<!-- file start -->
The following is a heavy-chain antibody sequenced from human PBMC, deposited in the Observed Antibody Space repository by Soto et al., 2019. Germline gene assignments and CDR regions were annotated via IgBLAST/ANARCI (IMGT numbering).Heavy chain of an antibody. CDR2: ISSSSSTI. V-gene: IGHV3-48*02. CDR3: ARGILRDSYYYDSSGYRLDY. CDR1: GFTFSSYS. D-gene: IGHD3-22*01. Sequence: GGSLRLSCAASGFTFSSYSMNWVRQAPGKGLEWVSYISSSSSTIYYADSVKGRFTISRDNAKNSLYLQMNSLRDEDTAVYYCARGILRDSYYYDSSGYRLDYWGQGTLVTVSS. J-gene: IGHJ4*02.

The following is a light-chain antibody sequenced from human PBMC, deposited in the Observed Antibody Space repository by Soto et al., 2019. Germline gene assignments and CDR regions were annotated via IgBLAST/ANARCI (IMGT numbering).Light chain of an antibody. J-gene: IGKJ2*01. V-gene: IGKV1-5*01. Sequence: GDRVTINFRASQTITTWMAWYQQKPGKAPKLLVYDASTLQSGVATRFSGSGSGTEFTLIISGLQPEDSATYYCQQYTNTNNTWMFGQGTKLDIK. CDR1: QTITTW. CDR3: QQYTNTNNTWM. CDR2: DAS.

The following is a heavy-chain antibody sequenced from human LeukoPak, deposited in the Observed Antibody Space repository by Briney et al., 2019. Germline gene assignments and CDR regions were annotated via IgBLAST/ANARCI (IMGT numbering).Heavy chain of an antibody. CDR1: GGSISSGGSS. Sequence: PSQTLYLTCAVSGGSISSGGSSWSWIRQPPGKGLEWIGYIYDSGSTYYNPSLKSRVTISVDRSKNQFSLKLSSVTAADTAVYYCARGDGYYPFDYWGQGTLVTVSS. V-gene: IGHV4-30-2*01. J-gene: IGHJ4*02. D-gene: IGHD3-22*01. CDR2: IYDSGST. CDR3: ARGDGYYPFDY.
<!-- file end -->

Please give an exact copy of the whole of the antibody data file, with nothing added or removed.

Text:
The following is a heavy-chain antibody sequenced from human PBMC, deposited in the Observed Antibody Space repository by Soto et al., 2019. Germline gene assignments and CDR regions were annotated via IgBLAST/ANARCI (IMGT numbering).Heavy chain of an antibody. CDR2: ISSSSSTI. V-gene: IGHV3-48*02. CDR3: ARGILRDSYYYDSSGYRLDY. CDR1: GFTFSSYS. D-gene: IGHD3-22*01. Sequence: GGSLRLSCAASGFTFSSYSMNWVRQAPGKGLEWVSYISSSSSTIYYADSVKGRFTISRDNAKNSLYLQMNSLRDEDTAVYYCARGILRDSYYYDSSGYRLDYWGQGTLVTVSS. J-gene: IGHJ4*02.

The following is a light-chain antibody sequenced from human PBMC, deposited in the Observed Antibody Space repository by Soto et al., 2019. Germline gene assignments and CDR regions were annotated via IgBLAST/ANARCI (IMGT numbering).Light chain of an antibody. J-gene: IGKJ2*01. V-gene: IGKV1-5*01. Sequence: GDRVTINFRASQTITTWMAWYQQKPGKAPKLLVYDASTLQSGVATRFSGSGSGTEFTLIISGLQPEDSATYYCQQYTNTNNTWMFGQGTKLDIK. CDR1: QTITTW. CDR3: QQYTNTNNTWM. CDR2: DAS.

The following is a heavy-chain antibody sequenced from human LeukoPak, deposited in the Observed Antibody Space repository by Briney et al., 2019. Germline gene assignments and CDR regions were annotated via IgBLAST/ANARCI (IMGT numbering).Heavy chain of an antibody. CDR1: GGSISSGGSS. Sequence: PSQTLYLTCAVSGGSISSGGSSWSWIRQPPGKGLEWIGYIYDSGSTYYNPSLKSRVTISVDRSKNQFSLKLSSVTAADTAVYYCARGDGYYPFDYWGQGTLVTVSS. V-gene: IGHV4-30-2*01. J-gene: IGHJ4*02. D-gene: IGHD3-22*01. CDR2: IYDSGST. CDR3: ARGDGYYPFDY.